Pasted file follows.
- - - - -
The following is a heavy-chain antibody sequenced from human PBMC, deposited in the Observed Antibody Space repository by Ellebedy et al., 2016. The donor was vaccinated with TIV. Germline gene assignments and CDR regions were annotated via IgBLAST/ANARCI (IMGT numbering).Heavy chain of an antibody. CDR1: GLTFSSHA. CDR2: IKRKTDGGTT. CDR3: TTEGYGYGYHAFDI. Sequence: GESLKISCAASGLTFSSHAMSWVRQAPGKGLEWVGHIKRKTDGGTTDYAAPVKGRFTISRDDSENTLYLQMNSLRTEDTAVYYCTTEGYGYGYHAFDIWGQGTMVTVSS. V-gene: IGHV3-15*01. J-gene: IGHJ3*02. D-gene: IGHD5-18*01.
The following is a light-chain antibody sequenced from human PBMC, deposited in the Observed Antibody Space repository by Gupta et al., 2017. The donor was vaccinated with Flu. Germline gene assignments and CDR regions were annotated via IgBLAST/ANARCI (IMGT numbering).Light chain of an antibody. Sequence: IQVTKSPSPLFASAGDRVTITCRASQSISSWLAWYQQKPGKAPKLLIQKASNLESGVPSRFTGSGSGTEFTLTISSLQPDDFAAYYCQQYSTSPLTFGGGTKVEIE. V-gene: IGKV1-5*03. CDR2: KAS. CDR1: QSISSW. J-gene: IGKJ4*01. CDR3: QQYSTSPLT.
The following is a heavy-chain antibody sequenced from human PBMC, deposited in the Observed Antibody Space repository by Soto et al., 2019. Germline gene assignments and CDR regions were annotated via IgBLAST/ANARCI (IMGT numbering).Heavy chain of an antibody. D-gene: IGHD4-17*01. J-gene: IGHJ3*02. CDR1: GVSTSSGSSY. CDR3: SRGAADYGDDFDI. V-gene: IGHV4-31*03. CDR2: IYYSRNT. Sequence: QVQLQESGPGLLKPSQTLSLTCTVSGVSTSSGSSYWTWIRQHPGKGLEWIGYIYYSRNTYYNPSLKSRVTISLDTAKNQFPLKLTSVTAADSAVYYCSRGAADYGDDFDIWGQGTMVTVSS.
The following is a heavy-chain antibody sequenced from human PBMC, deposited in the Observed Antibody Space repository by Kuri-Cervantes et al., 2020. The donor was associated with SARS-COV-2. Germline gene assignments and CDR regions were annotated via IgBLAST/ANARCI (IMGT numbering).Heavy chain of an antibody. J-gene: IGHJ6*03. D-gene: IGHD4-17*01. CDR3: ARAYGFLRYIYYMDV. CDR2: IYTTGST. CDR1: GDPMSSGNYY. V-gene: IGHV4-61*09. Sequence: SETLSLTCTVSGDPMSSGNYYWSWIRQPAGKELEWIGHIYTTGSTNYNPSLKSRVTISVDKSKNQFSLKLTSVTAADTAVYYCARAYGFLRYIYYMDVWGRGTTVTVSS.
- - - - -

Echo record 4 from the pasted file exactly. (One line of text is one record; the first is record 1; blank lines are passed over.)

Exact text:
The following is a heavy-chain antibody sequenced from human PBMC, deposited in the Observed Antibody Space repository by Kuri-Cervantes et al., 2020. The donor was associated with SARS-COV-2. Germline gene assignments and CDR regions were annotated via IgBLAST/ANARCI (IMGT numbering).Heavy chain of an antibody. J-gene: IGHJ6*03. D-gene: IGHD4-17*01. CDR3: ARAYGFLRYIYYMDV. CDR2: IYTTGST. CDR1: GDPMSSGNYY. V-gene: IGHV4-61*09. Sequence: SETLSLTCTVSGDPMSSGNYYWSWIRQPAGKELEWIGHIYTTGSTNYNPSLKSRVTISVDKSKNQFSLKLTSVTAADTAVYYCARAYGFLRYIYYMDVWGRGTTVTVSS.